- Kissing Cousins: The show's take on Prince Edward Island includes the claim that it's almost impossible not to date a cousin because the population is so small. Evidenced by the fact that most PEI characters the cast play are named Gallant.
- Long-Runners: The series has been running continuously since 1993, with Cathy Jones being the longest-tenured cast member — serving from the show's inception until 2021.
- Lovable Sex Maniac: All of Geri Hall's characters.
- Media Scrum: For field pieces, the cast often hide themselves among genuine reporters to pounce on politicians with their comedic questions. Their targets usually play along for a couple of minutes before moving on.
- N-Word Privileges: In one sketch Gavin Crawford interrupts a co-anchor's report to apologize for having said "the n-word". A clip parodying the Kramer rant is then shown, with Gavin shouting "Newfies!" a couple of times.
- News Parody: The show is a parody news broadcast with anchors in the studio and reporters in the field.
- Piss Take Rap: "Will the Real Rahim Jaffer Please Stand Up?", an Eminem parody.
- Running Time in the Title
- Sacred Hospitality: Newfoundlanders won't let anything, much less being impaled by a tree, stop them from making visitors feel at home.
- Schemers: Recurring characters the four Quinlan Quints.
- There are actually five quints, though in a show with only four regular cast members it's obviously difficult to depict all five at once. The running gag is that one of them is always missing or absent at any given time — although admittedly this isn't always explicitly called attention to anymore, relying sometimes on fan familiarity with their backstory.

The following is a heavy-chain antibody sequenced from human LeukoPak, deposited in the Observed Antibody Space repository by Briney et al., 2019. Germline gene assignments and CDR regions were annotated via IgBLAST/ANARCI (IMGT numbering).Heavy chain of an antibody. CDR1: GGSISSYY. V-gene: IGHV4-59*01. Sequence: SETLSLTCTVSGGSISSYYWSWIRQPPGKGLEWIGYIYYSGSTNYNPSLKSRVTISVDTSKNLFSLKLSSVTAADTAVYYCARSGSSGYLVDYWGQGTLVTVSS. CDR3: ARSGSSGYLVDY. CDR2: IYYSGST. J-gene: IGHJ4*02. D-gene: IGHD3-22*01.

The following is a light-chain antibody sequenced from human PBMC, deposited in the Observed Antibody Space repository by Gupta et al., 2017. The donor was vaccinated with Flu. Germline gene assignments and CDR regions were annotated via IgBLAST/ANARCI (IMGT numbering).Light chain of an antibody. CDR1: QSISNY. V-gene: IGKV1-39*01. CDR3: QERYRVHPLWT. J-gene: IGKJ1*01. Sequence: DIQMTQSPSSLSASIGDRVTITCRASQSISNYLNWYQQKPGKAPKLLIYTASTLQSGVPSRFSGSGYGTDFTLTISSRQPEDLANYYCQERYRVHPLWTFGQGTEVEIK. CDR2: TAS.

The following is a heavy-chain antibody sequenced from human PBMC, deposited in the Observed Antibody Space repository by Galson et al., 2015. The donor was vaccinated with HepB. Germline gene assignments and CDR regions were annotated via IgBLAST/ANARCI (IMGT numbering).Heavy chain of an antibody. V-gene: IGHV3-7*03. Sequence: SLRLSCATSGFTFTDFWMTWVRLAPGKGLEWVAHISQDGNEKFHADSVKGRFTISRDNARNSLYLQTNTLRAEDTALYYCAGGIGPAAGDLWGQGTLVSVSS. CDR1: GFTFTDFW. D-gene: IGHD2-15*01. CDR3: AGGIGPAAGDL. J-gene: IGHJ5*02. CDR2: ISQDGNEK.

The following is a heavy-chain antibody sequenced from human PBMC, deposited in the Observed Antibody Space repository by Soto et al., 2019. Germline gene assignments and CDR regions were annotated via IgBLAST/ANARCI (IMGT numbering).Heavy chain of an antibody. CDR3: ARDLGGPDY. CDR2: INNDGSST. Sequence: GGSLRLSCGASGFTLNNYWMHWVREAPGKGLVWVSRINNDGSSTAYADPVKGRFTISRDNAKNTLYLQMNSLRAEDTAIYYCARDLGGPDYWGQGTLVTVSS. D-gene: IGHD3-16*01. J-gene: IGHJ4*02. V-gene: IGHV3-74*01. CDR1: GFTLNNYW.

- Secret Other Family: In one of the New Year's Eve specials, Rick Mercer plays a taxi dispatcher who is relaying a message to one of the cabbies, telling him his wife on the east end found out about the wife on the west end.
- Sketch Comedy
- Subverted Kids' Show / Stereotype Reaction Gag: Loonette the Clown, offended by the reaction to the 2016 clown sightings, tries to reassure the viewers that all clowns are harmless and just want to make people happy (except for Ronald McDonald; she fully admits that he shouldn't be trusted around children). But at then at the end of the segment, she pulls out a chainsaw with the intent of killing all of the studio crew.
- Tongue on the Flagpole: In one segment, an eco-terrorist who was responsible for blowing up a pipeline in British Columbia offers some advice to other terrorists. He insists the media was wrong about no one being hurt, since he licked the pipeline not knowing his tongue would get stuck. Things got progressively worse when the bear showed up.
- Who's on First?: Done with Shirley and Bill discussing Telus and Bell.